It rings hollow for a deeper reason, though, and that is ideological asymmetry. Liberal Democrats view the Courts as an essential bulwark of individual rights. That view is hardly limited to abortion — it extends to anti-discrimination, to due process, and most especially these days to voting rights. In these areas, the Democrats want a strong Court that isn't afraid to overrule the elected branches. And a strong Court means a respected Court, one that is widely viewed as legitimate and that elected officials would pay a political price for crossing. That view of the Court, though, is incompatible with remaking the Court in a blatantly political manner, which is precisely what court-packing would do.

Of course, this is what Republicans are doing to the Court right now. But that outcome may suit them better. Yes, conservative Republicans have their own issues where they want a strong and activist Court: on gun rights, on religious freedom, and especially on economic rights. No party or movement that championed repeated lawsuits to strike down ObamaCare can plausibly claim to favor a Court that is deferential to the elected branches. Nonetheless, on the key issues that animate popular conservative enthusiasm for remaking the Court, many would be satisfied by a Court that was more deferential, or more under the thumb of the elected branches. A conservative Court that refused to strike down restrictions on abortion, refused to expansively interpret equal protection, refused to overturn egregious gerrymanders, and also refused to strike down restrictive federal gun laws wouldn't be giving the conservative movement every win they want — but it would be giving them a heck of a lot.

This is a fundamental change from the 1930s, the last time a Democratic administration threatened to pack the Court. The Court had issued a series of 5-4 decisions striking down a variety of New Deal economic legislation, often on grounds that they regulated economic activity that could not plausibly be construed as interstate commerce. FDR's threat to expand the Supreme Court may well have convinced key justices to rethink their position so as to preserve the Court's independence and integrity. For years after, the Court was far more deferential to the elected branches. If John Roberts had struck down ObamaCare, a threat to pack the Courts might have had an efficacious impact in changing his mind around future liberal legislation. But Roe v. Wade itself restricts the action of state governments; it is an example of the Court overruling the elected branches. So threatening the Court's independence, through packing or otherwise, in order to preserve a woman's right to abortion would require the intellectual contortion of politicizing the Court on the one hand while depending on its continued mystique to cow the elected branches on the other. How exactly is that supposed to work?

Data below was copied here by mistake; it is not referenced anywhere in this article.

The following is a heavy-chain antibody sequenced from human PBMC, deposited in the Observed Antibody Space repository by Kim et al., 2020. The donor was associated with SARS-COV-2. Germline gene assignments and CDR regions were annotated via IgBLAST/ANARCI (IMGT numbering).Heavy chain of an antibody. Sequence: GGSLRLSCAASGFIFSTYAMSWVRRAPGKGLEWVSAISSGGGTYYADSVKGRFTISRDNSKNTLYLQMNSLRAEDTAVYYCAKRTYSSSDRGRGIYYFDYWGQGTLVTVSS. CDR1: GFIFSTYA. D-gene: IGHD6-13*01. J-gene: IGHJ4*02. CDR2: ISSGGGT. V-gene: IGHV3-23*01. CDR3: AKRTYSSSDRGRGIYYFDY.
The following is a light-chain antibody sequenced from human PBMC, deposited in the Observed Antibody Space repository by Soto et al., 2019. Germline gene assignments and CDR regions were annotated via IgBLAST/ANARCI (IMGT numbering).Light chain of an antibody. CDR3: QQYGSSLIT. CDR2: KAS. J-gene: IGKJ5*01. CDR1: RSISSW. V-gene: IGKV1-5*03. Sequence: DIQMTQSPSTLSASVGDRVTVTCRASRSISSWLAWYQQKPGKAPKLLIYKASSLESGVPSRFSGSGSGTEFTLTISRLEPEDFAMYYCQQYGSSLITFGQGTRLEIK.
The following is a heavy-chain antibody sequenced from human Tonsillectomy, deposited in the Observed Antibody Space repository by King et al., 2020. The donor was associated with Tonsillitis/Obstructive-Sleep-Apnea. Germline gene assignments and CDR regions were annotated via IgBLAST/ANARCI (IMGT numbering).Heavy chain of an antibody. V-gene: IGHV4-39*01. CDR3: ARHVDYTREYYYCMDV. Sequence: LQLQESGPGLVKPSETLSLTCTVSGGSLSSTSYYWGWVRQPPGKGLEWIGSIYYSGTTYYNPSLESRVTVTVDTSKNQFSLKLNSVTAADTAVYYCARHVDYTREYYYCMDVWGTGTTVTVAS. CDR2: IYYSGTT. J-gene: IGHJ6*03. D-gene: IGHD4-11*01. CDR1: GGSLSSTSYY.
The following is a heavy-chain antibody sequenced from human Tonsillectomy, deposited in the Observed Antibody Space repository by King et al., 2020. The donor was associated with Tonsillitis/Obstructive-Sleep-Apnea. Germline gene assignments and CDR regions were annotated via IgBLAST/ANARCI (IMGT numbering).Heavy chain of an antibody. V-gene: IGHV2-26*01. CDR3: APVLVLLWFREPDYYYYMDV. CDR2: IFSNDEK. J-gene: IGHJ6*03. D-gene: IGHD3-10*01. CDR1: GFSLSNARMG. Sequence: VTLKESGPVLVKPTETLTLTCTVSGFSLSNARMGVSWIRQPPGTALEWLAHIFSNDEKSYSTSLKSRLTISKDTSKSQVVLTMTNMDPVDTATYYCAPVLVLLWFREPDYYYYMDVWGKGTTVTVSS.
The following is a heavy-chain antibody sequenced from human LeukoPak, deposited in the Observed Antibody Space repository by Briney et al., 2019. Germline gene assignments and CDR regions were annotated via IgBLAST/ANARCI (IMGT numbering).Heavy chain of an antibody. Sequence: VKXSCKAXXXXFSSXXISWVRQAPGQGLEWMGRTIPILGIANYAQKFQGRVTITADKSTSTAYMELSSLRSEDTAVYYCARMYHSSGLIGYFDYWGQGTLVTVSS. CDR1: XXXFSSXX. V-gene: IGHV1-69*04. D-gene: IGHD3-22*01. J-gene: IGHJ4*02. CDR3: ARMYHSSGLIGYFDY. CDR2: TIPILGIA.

If Democrats tried to pack the Court, Republicans could respond by packing in turn when they next won a majority. But they could also respond by nullification — i.e. red states could decide a federal ruling is unconstitutional and simply refuse to comply — as happened in the 1830s. That would impend a far deeper crisis of legitimacy, the resolution of which would be imperative for both parties — and for that reason would likely mean a compromise far friendlier to Republicans than what many liberal Democrats want from the Court. If the past is prologue, re-establishing federal authority would almost certainly require appeasement of the aggrieved states, which would mean scaling back the Court's scope of intervention in their affairs. And while the delegitimization of any branch of government is something that should give temperamental conservatives pause, the fact that the result would be far more obviously and directly detrimental to liberal hopes gives them ample reason to call Democrats' bluff in this case. That's how as temperamentally conservative a commentator as The New York Times' Ross Douthat can wind up saying to liberals, in so many words: Go for yours.

If Democrats want to fight back, then, they need to present a more credible set of carrots and sticks. There are Republican senators who still blanche at the prospect of a full-blown crisis of legitimacy. Chuck Grassley of Iowa is one; Mitt Romney of Utah is another. What can the Democrats offer them that they could sell to their own voters as a better, stabler deal than momentary advantage, even in the pursuit of a generations-long GOP goal?

As for the stick, the only threat that matters to politicians is the threat of losing. So making credible threats means figuring out how to win — and hold — seats in rural states. The Democrats have an extraordinary number of chances to do that this year. If they can, and can make those wins stick, it just might get the Supreme Court's attention, no matter who is on it.

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Noah Millman

Noah Millman is a screenwriter and filmmaker, a political columnist and a critic. From 2012 through 2017 he was a senior editor and featured blogger at The American Conservative. His work has also appeared in The New York Times Book Review, Politico, USA Today, The New Republic, The Weekly Standard, Foreign Policy, Modern Age, First Things, and the Jewish Review of Books, among other publications. Noah lives in Brooklyn with his wife and son.